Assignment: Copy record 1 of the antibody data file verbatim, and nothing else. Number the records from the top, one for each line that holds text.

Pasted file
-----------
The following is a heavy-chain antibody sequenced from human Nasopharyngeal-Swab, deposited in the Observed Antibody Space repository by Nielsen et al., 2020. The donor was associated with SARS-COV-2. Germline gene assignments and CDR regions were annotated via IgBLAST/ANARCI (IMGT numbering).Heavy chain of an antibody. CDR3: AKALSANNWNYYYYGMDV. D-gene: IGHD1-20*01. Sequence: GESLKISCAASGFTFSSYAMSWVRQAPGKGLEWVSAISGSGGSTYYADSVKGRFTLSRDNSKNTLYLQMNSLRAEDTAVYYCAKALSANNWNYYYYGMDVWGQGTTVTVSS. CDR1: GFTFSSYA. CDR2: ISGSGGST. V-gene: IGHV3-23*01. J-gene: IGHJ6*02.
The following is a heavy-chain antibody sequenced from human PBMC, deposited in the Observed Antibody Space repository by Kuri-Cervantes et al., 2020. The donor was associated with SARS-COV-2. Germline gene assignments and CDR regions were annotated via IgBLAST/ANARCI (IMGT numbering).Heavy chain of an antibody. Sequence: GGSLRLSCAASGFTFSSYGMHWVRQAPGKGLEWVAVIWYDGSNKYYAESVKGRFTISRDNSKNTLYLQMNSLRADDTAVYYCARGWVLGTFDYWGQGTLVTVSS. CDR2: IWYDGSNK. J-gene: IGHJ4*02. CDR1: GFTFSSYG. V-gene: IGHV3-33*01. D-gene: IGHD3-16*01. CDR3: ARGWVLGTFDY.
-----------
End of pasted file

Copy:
The following is a heavy-chain antibody sequenced from human Nasopharyngeal-Swab, deposited in the Observed Antibody Space repository by Nielsen et al., 2020. The donor was associated with SARS-COV-2. Germline gene assignments and CDR regions were annotated via IgBLAST/ANARCI (IMGT numbering).Heavy chain of an antibody. CDR3: AKALSANNWNYYYYGMDV. D-gene: IGHD1-20*01. Sequence: GESLKISCAASGFTFSSYAMSWVRQAPGKGLEWVSAISGSGGSTYYADSVKGRFTLSRDNSKNTLYLQMNSLRAEDTAVYYCAKALSANNWNYYYYGMDVWGQGTTVTVSS. CDR1: GFTFSSYA. CDR2: ISGSGGST. V-gene: IGHV3-23*01. J-gene: IGHJ6*02.